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Match to Flame 130

posted on October 15, 2020

The reaction was, as expected, mixed. There were thoughtful op-ed pieces across the spectrum. Many readers decried the very thought of work such as this appearing on the comic’s page. Others lauded their papers for both running the strips and making the suicide prevention guide available. When the dust settled and enough newsprint was expended to make a small forest disappear, seventy-eight of Funky’s papers ran articles on the story (the monitoring service only monitored papers with a circulation of fifty thousand and above, so smaller papers could have run stories they didn’t see) reaching an audience of almost 42 million readers. Four papers, including the Canton Repository and the Buffalo News, refused to run the strips. In the end, however, a majority of editors and readers gave me the space to tell my story and their permission to do work that mattered. With their imprimatur, it meant that, going forward, Funky Winkerbean could be different.

From The Complete Funky Winkerbean Volume 8

The Caves of Steel

posted on October 14, 2020

The Caves of Steel is Isaac Asimov’s first robot novel. It’s where he gets to expand and build on the wonderful robot short stories that have preceded it. Even though the robot short stories were written over an expanded period of time, Asimov used the stories written after Caves, to backfill with events that cleverly lead up to this book. Reading The Complete Robot, as I did just before this book, allowed Asimov to delightfully and expertly set the table for Caves.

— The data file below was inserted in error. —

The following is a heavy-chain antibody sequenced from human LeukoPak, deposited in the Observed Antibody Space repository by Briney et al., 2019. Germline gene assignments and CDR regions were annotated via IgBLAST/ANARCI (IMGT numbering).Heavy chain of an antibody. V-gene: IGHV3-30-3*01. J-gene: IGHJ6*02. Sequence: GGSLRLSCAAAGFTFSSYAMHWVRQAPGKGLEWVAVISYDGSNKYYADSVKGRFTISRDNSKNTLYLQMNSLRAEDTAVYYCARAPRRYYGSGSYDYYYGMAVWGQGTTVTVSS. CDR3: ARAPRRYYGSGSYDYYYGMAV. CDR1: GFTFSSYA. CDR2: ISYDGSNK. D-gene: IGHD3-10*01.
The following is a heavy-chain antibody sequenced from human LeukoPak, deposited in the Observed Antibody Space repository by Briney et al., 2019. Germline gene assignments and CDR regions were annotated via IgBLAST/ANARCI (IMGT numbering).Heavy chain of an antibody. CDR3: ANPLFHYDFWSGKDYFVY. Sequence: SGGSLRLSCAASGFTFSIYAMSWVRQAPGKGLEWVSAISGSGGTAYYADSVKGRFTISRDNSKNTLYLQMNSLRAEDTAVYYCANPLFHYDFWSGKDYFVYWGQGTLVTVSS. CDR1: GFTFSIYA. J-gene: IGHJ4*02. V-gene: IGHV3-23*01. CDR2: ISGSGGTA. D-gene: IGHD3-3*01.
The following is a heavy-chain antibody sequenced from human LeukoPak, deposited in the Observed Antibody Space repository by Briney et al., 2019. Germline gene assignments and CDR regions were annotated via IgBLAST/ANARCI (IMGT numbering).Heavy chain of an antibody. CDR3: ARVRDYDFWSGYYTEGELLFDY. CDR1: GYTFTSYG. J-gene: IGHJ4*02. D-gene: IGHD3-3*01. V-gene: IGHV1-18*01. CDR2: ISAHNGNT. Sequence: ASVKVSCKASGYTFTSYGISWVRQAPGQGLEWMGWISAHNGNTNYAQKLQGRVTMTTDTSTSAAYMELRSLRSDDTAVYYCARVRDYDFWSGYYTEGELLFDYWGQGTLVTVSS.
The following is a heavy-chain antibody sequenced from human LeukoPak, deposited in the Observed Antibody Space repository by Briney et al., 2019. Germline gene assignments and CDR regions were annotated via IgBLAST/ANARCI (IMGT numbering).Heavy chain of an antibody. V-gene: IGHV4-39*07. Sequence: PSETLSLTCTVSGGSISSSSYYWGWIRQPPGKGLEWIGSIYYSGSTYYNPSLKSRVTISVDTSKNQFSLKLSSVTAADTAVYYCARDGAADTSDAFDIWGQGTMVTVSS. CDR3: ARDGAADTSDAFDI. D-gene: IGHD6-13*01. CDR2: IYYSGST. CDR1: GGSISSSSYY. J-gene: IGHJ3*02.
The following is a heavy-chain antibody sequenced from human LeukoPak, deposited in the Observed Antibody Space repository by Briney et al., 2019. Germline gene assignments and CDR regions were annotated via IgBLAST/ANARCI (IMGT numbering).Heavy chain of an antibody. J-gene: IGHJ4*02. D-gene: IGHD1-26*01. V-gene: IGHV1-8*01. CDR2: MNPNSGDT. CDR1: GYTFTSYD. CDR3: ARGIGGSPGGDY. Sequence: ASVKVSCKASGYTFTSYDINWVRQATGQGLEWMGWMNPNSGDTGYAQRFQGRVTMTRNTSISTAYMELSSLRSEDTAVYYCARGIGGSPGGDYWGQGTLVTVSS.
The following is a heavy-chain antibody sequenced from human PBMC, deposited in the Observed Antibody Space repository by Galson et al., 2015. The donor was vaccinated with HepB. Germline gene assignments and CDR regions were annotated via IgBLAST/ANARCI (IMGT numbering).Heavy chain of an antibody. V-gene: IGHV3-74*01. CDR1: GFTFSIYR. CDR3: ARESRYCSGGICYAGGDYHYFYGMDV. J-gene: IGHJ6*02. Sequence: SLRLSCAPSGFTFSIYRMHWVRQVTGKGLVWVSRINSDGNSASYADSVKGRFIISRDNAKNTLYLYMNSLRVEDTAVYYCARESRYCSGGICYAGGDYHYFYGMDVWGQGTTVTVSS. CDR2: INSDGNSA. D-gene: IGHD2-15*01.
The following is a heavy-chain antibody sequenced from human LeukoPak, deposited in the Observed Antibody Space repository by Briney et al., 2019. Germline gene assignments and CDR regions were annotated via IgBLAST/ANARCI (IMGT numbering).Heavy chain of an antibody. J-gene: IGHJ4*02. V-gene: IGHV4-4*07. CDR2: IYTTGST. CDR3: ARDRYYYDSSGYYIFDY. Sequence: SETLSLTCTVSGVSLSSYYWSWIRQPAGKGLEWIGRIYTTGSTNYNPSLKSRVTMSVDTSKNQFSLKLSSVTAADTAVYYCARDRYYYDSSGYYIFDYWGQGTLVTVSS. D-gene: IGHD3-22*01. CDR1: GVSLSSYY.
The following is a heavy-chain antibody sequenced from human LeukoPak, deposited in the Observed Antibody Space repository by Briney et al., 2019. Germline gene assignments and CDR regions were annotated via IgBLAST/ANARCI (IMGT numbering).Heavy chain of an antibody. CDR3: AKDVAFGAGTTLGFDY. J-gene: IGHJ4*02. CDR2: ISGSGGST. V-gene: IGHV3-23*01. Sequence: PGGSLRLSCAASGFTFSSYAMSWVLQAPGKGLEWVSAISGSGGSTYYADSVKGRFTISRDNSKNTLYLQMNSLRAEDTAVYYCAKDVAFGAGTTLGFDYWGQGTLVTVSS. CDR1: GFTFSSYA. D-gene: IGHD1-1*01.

The early robot stories are behind us and we’re now looking at a far different different Earth where everyone lives cheek to jowl in cities built beneath the surface of the Earth. All this becomes the setting for a “buddy movie” featuring Elijah Baley, a policeman , and R. Daneel Olivaw, a robot as detectives trying to solve a murder. The robot we encounter here, specifically Daneel, is the most advanced ever created with the possible exception of RB-34/Herbie, the accidental robot in Liar that was capable of reading thoughts. With the set-up established, the book then becomes a unique fusion of the SF and mystery genres, and, with Asimov at the helm, it makes for an entertaining ride.

Reading this again after way too many years still finds the work as engaging as ever. Reading this work again after way too many years also means that I forgot who the murderer was, so in some ways it’s a fresh approach. As such, I find the the work still holds up to the glowing memory that I had of it. And now it’s on to Asimov’s second robot novel, The Naked Sun.


John Darling – Take 237

posted on October 11, 2020

This Sunday flowed out of a longer sequence in the dailies where Chippy, the hand puppet of Phil the Forecaster, ran for president obviously intending to install a puppet regime.